Nadia Ross ’17, for example, created a simulated voudo altar to teach her fellow students about misconceptions of the Haitian religion, often mistaken as voodoo. Catherine Goodson ’16, sculpted two masks based on the concepts of “hot” and “cool” in the African tradition and her own self-reflection on those states.
Some of the students, including Zhané Richardson ’16, used aesthetic elements to highlight societal issues.
Richardson said she designed an art project in which she recreated some of the last items documented to be held by black youths before they were killed by police officers or others. However, she changed some of details on the items to highlight certain elements of each person’s story.
For instance, she redesigned the packaging of Swisher Sweets that Michael Brown was reported to have had on him at the time of his death. She changed the brand name to read “Switch Your Stories” because of all the conflicting reports about what happened, she said. She also changed some of the details on the packaging to include things like the number of bullets that killed Brown and an African “adrinkra” symbol meaning life after death and hope. Richardson also replaced the surgeon general’s warning with a justice department warning, reading, “This may product may be fatal to individuals with too much melatonin in their skin.”
Richardson said part of her inspiration for the project was the trickster tale in African oral tradition.
“The trickster is victimized, and to get back at the perpetrator, they pretend docility and reconciliation and all of these things until they reveal themselves in the end and what their purpose was,” she said. “I thought this was a good idea because these are already very innocuous things from a distance so when you get closer to them and you see what’s on it, you think, huh, this isn’t as innocent as it seems.”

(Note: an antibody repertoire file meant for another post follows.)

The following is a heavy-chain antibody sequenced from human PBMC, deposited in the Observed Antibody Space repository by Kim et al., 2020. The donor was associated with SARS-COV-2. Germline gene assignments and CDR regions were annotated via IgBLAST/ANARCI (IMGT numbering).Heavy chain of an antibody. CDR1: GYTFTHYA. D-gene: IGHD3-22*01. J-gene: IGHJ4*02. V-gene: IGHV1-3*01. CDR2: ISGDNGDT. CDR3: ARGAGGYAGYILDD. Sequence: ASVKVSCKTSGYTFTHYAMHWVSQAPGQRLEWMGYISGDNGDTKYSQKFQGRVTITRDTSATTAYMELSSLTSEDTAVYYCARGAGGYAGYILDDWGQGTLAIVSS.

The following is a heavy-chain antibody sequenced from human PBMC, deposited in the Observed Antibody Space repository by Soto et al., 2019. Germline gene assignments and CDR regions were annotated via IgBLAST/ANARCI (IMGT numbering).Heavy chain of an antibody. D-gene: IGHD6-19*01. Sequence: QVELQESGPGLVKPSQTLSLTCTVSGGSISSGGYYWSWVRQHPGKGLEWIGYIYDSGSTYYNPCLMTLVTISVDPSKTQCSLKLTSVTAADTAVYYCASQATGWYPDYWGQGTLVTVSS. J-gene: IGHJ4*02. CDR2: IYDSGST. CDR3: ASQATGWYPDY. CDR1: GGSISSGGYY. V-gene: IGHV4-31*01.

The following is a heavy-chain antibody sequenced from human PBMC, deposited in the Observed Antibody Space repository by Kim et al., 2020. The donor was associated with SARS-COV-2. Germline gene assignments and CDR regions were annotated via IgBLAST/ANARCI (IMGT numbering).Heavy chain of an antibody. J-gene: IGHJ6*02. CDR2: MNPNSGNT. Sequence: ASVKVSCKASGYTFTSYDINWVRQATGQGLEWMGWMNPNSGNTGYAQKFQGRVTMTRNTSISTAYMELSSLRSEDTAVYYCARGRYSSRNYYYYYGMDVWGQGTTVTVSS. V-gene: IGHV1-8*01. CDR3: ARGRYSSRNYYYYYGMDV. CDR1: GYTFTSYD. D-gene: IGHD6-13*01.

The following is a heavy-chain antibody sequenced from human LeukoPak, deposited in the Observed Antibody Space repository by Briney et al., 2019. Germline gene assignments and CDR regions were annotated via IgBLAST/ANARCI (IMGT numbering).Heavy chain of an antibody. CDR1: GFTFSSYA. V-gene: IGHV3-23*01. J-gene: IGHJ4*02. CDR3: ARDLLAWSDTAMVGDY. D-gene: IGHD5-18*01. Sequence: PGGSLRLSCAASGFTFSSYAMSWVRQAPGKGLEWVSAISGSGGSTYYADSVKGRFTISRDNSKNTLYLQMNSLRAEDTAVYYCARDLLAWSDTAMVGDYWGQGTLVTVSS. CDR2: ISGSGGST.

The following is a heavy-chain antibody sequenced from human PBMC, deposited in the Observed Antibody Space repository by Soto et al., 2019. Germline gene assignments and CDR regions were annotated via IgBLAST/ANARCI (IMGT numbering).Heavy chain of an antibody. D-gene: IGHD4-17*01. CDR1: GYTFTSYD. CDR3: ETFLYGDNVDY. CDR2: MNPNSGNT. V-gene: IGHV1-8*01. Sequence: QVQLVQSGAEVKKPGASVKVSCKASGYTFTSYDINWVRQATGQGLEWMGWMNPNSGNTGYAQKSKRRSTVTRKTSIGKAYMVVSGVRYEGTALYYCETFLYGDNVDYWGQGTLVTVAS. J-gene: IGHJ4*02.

Like Richardson, Brielle Welch ’16 hopes that her project will serve to educate, but she also hopes it inspires one person in particular: her younger sister, Kiarra.
Welch created a documentary in which she interviews black women of various ages about the concept of beauty.
“The media often pushes an ideal woman that women are supposed to idolize and strive to be, and these women are primarily slim, white women,” said Welch. “These are some body goals that Kiarra may never reach. I don't want the media to cloud her judgment of herself. I want her to know her beauty lies in the things that make her black and go even deeper into her heart.”
Welch found that the project opened her eyes “as to how young people perceive their beauty as it relates to their race.”
“I also enjoyed exploring how black women raise their daughters to see themselves as beautiful and the trends in those teachings,” she said. “It was a truly great experience to look at these women in my life all around and just watch them talk about and discover what they truly loved about themselves.”
Although the class has come to an end, Welch said that the experience has inspired her to continue looking for African aesthetics in her life.
“I look to find consistencies and commonalities in my community that I never would have looked for before,” she said. “I enjoyed this workshop because it was so personal and allowed for me to broaden my horizons on a topic that I lived with every day.”